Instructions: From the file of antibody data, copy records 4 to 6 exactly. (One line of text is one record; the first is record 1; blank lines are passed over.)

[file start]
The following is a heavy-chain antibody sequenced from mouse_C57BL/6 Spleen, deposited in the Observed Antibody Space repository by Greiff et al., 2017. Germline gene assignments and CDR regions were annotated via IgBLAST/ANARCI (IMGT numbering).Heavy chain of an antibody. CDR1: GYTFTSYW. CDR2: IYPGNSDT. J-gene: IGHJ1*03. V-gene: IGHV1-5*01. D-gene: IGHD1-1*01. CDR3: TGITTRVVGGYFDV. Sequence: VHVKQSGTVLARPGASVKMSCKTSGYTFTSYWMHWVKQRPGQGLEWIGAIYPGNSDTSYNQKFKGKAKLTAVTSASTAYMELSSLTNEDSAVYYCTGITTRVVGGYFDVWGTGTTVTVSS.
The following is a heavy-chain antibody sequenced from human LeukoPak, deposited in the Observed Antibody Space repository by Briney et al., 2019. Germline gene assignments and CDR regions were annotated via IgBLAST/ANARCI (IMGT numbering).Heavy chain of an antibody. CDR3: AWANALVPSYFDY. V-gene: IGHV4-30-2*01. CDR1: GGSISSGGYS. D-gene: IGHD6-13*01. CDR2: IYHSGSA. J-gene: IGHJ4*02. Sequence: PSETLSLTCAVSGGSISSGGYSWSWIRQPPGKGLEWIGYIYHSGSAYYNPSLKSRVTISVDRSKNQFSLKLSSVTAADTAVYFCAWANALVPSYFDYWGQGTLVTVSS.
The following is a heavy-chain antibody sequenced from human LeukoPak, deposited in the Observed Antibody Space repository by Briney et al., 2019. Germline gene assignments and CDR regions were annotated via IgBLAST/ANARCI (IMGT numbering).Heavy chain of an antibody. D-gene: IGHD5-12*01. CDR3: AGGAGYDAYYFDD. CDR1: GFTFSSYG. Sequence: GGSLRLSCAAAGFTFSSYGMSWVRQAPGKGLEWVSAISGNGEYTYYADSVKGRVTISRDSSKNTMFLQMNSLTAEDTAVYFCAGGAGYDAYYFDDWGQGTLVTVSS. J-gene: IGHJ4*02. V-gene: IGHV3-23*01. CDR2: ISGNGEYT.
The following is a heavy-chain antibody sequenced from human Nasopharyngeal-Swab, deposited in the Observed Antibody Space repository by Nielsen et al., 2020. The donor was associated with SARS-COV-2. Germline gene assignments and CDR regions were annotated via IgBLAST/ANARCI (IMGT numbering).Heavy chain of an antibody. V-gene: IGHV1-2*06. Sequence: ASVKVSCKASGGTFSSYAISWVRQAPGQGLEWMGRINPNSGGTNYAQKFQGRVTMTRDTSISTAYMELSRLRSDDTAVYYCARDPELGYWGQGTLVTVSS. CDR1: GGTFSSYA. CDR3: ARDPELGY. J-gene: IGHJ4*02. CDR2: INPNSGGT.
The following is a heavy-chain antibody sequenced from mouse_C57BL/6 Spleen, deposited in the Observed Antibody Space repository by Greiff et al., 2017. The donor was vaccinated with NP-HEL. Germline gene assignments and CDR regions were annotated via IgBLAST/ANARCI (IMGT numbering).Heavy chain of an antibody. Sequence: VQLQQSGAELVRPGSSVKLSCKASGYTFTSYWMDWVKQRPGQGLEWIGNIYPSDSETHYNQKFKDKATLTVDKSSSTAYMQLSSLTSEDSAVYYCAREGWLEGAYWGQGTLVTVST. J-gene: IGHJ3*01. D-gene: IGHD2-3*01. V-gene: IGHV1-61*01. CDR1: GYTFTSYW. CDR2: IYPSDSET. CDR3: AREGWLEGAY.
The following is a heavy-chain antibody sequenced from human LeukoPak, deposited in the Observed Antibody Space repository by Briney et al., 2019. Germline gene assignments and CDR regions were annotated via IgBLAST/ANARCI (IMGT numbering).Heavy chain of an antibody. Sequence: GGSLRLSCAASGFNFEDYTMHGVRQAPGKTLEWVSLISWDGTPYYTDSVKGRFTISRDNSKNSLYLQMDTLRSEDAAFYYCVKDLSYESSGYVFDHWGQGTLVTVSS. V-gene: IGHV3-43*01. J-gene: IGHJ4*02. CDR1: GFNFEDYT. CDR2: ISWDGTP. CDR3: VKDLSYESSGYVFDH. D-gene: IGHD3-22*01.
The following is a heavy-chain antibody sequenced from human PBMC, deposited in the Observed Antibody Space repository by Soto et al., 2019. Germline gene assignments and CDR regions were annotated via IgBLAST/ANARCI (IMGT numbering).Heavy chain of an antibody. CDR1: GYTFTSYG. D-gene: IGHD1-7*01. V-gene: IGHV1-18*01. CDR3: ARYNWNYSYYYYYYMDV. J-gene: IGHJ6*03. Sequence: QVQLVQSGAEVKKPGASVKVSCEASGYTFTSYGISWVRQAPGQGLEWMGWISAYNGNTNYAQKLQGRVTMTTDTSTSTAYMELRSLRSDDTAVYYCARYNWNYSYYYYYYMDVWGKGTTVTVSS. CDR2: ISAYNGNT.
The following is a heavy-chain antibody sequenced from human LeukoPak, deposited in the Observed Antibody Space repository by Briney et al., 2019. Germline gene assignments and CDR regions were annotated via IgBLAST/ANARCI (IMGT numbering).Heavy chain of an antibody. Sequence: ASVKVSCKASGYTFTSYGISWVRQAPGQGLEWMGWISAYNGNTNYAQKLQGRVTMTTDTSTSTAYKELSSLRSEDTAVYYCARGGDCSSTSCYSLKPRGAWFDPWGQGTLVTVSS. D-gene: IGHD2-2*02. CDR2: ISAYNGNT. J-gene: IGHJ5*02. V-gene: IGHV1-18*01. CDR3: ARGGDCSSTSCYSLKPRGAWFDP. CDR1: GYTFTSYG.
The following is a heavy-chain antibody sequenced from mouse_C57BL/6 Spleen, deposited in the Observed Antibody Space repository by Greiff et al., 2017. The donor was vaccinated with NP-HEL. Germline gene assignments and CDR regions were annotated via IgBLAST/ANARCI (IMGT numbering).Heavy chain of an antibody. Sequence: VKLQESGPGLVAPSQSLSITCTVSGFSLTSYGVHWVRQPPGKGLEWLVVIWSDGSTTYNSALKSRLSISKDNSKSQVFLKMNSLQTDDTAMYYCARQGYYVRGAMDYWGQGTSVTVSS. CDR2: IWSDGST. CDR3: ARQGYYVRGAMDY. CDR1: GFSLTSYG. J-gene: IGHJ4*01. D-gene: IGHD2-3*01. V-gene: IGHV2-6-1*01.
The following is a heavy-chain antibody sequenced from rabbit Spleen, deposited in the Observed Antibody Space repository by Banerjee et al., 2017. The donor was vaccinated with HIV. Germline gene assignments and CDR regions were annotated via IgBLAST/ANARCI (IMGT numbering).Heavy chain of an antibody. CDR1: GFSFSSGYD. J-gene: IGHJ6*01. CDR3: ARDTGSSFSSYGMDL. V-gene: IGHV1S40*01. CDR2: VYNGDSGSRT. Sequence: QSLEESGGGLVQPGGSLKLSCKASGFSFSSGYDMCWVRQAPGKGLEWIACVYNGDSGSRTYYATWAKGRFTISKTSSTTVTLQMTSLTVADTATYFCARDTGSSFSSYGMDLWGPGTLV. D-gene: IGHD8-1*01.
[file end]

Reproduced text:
The following is a heavy-chain antibody sequenced from human Nasopharyngeal-Swab, deposited in the Observed Antibody Space repository by Nielsen et al., 2020. The donor was associated with SARS-COV-2. Germline gene assignments and CDR regions were annotated via IgBLAST/ANARCI (IMGT numbering).Heavy chain of an antibody. V-gene: IGHV1-2*06. Sequence: ASVKVSCKASGGTFSSYAISWVRQAPGQGLEWMGRINPNSGGTNYAQKFQGRVTMTRDTSISTAYMELSRLRSDDTAVYYCARDPELGYWGQGTLVTVSS. CDR1: GGTFSSYA. CDR3: ARDPELGY. J-gene: IGHJ4*02. CDR2: INPNSGGT.
The following is a heavy-chain antibody sequenced from mouse_C57BL/6 Spleen, deposited in the Observed Antibody Space repository by Greiff et al., 2017. The donor was vaccinated with NP-HEL. Germline gene assignments and CDR regions were annotated via IgBLAST/ANARCI (IMGT numbering).Heavy chain of an antibody. Sequence: VQLQQSGAELVRPGSSVKLSCKASGYTFTSYWMDWVKQRPGQGLEWIGNIYPSDSETHYNQKFKDKATLTVDKSSSTAYMQLSSLTSEDSAVYYCAREGWLEGAYWGQGTLVTVST. J-gene: IGHJ3*01. D-gene: IGHD2-3*01. V-gene: IGHV1-61*01. CDR1: GYTFTSYW. CDR2: IYPSDSET. CDR3: AREGWLEGAY.
The following is a heavy-chain antibody sequenced from human LeukoPak, deposited in the Observed Antibody Space repository by Briney et al., 2019. Germline gene assignments and CDR regions were annotated via IgBLAST/ANARCI (IMGT numbering).Heavy chain of an antibody. Sequence: GGSLRLSCAASGFNFEDYTMHGVRQAPGKTLEWVSLISWDGTPYYTDSVKGRFTISRDNSKNSLYLQMDTLRSEDAAFYYCVKDLSYESSGYVFDHWGQGTLVTVSS. V-gene: IGHV3-43*01. J-gene: IGHJ4*02. CDR1: GFNFEDYT. CDR2: ISWDGTP. CDR3: VKDLSYESSGYVFDH. D-gene: IGHD3-22*01.